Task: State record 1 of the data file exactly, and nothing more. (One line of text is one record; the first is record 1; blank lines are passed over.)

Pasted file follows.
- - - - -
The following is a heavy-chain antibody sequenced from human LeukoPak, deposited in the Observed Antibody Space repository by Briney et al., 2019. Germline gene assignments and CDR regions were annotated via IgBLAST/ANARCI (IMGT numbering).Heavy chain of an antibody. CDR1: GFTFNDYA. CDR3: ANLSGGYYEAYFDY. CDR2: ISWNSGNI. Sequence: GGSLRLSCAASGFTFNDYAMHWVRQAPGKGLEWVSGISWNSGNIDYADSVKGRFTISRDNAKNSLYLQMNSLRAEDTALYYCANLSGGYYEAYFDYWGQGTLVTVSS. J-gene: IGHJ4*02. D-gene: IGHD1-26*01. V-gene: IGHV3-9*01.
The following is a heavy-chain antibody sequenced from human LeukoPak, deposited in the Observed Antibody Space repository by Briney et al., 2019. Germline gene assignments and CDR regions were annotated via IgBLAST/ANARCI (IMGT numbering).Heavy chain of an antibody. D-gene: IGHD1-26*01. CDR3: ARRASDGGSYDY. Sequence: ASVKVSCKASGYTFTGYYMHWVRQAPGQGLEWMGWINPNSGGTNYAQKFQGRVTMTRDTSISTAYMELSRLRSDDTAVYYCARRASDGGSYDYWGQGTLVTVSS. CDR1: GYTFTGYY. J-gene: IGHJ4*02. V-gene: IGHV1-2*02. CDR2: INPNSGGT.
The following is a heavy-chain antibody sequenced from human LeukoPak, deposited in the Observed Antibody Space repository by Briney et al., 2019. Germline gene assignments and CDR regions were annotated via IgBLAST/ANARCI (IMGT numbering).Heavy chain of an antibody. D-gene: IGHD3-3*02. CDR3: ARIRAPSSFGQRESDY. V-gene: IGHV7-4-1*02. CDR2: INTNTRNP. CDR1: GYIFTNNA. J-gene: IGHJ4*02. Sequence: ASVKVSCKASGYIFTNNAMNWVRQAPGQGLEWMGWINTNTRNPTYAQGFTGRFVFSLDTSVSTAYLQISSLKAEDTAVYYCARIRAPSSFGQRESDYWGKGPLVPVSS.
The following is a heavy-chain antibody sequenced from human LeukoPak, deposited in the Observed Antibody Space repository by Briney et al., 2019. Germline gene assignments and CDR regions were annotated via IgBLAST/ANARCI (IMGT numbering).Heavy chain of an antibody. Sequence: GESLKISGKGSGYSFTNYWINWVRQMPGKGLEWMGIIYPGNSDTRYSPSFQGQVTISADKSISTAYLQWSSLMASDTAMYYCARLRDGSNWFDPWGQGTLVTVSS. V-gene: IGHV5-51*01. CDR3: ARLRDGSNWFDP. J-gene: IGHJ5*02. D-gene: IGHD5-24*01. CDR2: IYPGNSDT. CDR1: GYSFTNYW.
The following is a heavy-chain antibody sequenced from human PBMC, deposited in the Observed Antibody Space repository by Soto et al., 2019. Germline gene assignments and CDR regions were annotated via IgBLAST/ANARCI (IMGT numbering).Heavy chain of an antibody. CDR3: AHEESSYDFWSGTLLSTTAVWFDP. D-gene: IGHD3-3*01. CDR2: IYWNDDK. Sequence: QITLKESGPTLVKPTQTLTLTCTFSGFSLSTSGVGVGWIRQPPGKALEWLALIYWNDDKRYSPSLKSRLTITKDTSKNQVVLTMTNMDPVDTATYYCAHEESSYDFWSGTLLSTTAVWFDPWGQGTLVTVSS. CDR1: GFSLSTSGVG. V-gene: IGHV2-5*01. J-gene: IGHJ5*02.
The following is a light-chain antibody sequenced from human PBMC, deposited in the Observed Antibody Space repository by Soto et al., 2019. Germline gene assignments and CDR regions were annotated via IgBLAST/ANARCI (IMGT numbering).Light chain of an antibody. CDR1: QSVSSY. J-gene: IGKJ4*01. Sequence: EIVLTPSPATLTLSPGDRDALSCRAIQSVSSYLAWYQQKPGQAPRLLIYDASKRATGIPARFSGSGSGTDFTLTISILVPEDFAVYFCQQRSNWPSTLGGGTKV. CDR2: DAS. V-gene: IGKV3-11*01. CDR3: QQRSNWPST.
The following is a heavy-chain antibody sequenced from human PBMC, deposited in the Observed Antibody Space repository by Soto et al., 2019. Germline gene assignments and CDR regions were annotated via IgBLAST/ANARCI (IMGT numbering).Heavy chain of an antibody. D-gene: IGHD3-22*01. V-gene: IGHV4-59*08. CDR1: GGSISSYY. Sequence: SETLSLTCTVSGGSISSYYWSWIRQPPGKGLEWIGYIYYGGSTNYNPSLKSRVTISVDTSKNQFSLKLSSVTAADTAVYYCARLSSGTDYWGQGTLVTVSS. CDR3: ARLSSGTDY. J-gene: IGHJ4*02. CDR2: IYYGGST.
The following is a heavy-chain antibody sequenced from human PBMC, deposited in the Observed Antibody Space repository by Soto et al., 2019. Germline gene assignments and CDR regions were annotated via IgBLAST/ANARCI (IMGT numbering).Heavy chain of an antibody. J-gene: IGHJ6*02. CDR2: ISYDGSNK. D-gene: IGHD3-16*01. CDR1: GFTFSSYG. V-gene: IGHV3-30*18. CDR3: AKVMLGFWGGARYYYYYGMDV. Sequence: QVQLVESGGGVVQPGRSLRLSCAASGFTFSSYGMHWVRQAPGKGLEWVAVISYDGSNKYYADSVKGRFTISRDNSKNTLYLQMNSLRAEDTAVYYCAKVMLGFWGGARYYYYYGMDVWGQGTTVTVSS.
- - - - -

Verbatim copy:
The following is a heavy-chain antibody sequenced from human LeukoPak, deposited in the Observed Antibody Space repository by Briney et al., 2019. Germline gene assignments and CDR regions were annotated via IgBLAST/ANARCI (IMGT numbering).Heavy chain of an antibody. CDR1: GFTFNDYA. CDR3: ANLSGGYYEAYFDY. CDR2: ISWNSGNI. Sequence: GGSLRLSCAASGFTFNDYAMHWVRQAPGKGLEWVSGISWNSGNIDYADSVKGRFTISRDNAKNSLYLQMNSLRAEDTALYYCANLSGGYYEAYFDYWGQGTLVTVSS. J-gene: IGHJ4*02. D-gene: IGHD1-26*01. V-gene: IGHV3-9*01.